at Boulder Medical Center
Top Heart and Vascular Care Doctors
To schedule an appointment
please call (303) 440-3057
Please note that the UCHealth Cardiology Clinic at Boulder Medical Center is temporarily changing their hours until further notice. New hours are Monday through Friday 8am-12pm and 1pm-4:30pm.
About UC Health Cardiology at Boulder Medical Center
Boulder Medical Center partners with the UCHealth Heart and Vascular Care to provide comprehensive cardiology services at our Broadway clinic. We offer a full spectrum of quality and affordable cardiac care under one roof, including general cardiology and cardio-testing; women’s cardiovascular health; interventional, electrophysiology and structural heart cardiology; and congestive heart failure care.
Patients benefit from our ability to:
- Assess, diagnose and treat patients with simple to complex vascular issues;
- Ensure continuous care between a patient’s primary doctor and our cardiology care team;
- Offer access to a team of the area’s top cardio physicians;
- Provide one of Boulder County’s most affordable sources of cardio testing and care.
Meet the Boulder Medical Center – UCHealth
Dr. Douthit specializes in: Cardiovascular Disease, Heart and Circulation – TAVR, Thoracic and Cardiac Surgery, Surgery – Adult Cardiac Surgery, Surgery – Adult General Thoracic Surgery, Surgery – Cardiothoracic Surgery, Surgery – Minimally Invasive Thoracic Surgery, Surgery – Open Heart Surgery, Surgery – Robotic Surgery, Surgery – Vascular Surgery.
Dr. Green completed his internship and residency at UCHealth Sciences Center in Denver from 1993 to 1996 after attending medical school in Kansas City. He serves as Director of Non-invasive Cardiology for UCHealth Heart and Vascular Clinic in Northern Colorado, specializing in Sonography and Nuclear Medicine. He is also interested in Sports Cardiology. Dr. Green enjoys running marathons with his wife.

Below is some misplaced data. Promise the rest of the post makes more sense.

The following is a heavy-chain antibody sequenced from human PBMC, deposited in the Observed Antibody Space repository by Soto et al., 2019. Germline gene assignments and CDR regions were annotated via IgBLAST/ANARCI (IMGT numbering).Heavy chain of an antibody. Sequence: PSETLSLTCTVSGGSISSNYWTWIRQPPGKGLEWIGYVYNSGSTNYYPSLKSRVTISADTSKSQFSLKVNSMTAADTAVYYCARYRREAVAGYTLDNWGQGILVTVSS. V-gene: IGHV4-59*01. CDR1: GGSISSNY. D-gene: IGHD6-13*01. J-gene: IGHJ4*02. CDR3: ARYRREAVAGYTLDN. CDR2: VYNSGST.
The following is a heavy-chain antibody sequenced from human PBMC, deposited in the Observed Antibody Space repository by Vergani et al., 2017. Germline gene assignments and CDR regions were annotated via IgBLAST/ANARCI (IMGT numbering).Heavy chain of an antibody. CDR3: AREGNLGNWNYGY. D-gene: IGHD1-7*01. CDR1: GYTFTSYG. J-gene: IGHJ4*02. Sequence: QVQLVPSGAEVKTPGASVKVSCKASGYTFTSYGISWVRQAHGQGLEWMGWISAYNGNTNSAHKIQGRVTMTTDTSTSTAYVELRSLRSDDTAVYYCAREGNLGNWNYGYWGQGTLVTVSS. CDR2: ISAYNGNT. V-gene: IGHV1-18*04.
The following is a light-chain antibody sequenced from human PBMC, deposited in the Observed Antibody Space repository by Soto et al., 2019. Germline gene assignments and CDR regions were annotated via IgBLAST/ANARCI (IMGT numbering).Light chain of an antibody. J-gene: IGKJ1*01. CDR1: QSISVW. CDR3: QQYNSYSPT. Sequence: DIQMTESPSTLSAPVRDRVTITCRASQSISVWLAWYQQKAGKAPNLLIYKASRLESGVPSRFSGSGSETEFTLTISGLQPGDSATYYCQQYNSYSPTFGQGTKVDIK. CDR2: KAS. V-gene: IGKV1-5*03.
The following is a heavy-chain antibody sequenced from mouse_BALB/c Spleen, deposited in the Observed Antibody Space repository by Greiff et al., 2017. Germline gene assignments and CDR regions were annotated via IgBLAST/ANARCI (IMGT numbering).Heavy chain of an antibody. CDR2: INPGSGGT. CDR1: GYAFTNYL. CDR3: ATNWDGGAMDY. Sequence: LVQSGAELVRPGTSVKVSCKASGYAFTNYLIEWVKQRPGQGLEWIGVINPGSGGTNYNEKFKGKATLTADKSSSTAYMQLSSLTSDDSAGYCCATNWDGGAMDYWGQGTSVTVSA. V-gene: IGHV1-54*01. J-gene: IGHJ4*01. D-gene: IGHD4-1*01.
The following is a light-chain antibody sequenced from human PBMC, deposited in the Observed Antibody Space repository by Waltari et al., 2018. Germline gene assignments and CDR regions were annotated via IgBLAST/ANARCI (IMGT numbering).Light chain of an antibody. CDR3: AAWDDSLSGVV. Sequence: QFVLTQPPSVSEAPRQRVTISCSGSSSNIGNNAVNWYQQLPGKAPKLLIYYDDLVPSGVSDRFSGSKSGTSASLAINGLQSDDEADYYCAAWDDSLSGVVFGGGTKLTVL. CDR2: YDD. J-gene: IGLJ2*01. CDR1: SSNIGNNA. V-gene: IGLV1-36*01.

Dr. Miller moved to Colorado after completing his fellowship at the University of Texas Health and Science Center in San Antonio, Texas. An international lecturer on Interventional Vascular Disease, he has a special interest in Limb Salvage procedures and performs over 250 vascular procedures a year. Dr. Miller and his wife enjoy traveling together and recently welcomed a new grandchild into their family.
Originally from Michigan, Dr. Richards completed his residency in Internal Medicine and fellowship in Cardiovascular Disease at Metro Health Hospital / Michigan State University in Grand Rapids. He specializes in Congestive Heart Failure and practices general cardiology, nuclear cardiology, echocardiography and preventive medicine. He lives in Fort Collins, Colo. with his wife and two children.
Dr. Riles attended medical school at New York University and completed his internal medicine, cardiology, and electrophysiology training at the University of Michigan, Boston University and the University of California in San Francisco. He specializes in treating individuals affected by heart rhythm disorders including atrial fibrillation, supraventricular tachycardia, and ventricular tachycardia. Dr. Riles performs catheter ablation for the spectrum of cardiac arrhythmias and also specializes in the implantation of cardiac defibrillators and pacemakers. He enjoys hiking, camping, skiing and other outdoor pursuits with his wife (also a physician) and two young children.
Dr. Shapiro is an interventional cardiologist. He completed his medical degree at the Medical University of South Carolina, residency at University of Virginia, and fellowshop at Washington University/Barnes-Jewish Hospital. His special clinical interests include cardiovascular disease risk reduction, advanced coronary interventions, and lifestyle optimization. “I enjoy educating my patients and their families so that they feel comfortable with all aspects of their cardiovascular health,” he says. “I encourage them to play an active role in making the best decisions for their health and lifestyle.”
Dr. Strote received his MD degree at the University of Michigan than went on to complete his Fellowship in Interventional Cardiology at University of Washington in Seattle. He is a specialist in structural heart procedures including Mitral Clip, TAVR implants and Atrial Appendage Occlusions and has been involved with several structural heart research trials at Colorado State University. Dr. Strote is an avid reader and recently read the book, Boy’s in The Boat, about the rowing team from the University of Washington, his alma mater. The book is a great historical account of the 1936 Berlin Olympics. Dr. Strote and his family moved to Colorado in 2008; his wife is a Boulder native.